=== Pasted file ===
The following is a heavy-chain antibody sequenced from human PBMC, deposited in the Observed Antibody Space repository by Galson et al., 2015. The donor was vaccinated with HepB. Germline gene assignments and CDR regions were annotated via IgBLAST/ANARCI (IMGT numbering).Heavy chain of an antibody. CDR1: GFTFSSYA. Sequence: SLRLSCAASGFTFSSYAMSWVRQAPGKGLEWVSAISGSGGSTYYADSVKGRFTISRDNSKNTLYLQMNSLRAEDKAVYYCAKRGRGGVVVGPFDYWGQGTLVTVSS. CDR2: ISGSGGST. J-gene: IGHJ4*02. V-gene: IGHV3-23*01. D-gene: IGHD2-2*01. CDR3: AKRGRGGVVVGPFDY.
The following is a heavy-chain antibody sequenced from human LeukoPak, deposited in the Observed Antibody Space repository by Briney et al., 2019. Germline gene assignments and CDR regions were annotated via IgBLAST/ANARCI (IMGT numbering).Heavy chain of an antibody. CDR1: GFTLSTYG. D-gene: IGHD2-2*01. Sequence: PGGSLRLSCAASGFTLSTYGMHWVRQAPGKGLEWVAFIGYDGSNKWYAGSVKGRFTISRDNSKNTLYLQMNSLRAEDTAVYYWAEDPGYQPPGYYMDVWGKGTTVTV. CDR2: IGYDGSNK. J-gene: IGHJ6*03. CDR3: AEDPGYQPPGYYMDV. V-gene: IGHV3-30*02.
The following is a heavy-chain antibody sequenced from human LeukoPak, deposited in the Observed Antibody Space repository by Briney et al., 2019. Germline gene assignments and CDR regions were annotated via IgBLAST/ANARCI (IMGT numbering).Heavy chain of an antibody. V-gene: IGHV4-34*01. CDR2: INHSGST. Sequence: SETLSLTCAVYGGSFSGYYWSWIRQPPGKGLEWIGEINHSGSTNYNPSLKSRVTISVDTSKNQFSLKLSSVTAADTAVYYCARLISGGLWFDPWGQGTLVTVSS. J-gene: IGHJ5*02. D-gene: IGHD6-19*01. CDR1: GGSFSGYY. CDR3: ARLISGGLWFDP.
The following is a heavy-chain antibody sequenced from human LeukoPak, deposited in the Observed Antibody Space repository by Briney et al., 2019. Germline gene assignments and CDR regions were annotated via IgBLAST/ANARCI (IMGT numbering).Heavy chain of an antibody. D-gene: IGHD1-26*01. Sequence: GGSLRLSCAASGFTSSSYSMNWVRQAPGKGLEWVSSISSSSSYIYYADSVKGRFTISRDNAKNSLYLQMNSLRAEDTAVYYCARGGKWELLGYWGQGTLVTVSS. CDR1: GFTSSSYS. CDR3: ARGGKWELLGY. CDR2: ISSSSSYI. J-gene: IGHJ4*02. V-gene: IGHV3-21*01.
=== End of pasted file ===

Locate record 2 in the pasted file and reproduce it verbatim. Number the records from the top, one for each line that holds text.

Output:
The following is a heavy-chain antibody sequenced from human LeukoPak, deposited in the Observed Antibody Space repository by Briney et al., 2019. Germline gene assignments and CDR regions were annotated via IgBLAST/ANARCI (IMGT numbering).Heavy chain of an antibody. CDR1: GFTLSTYG. D-gene: IGHD2-2*01. Sequence: PGGSLRLSCAASGFTLSTYGMHWVRQAPGKGLEWVAFIGYDGSNKWYAGSVKGRFTISRDNSKNTLYLQMNSLRAEDTAVYYWAEDPGYQPPGYYMDVWGKGTTVTV. CDR2: IGYDGSNK. J-gene: IGHJ6*03. CDR3: AEDPGYQPPGYYMDV. V-gene: IGHV3-30*02.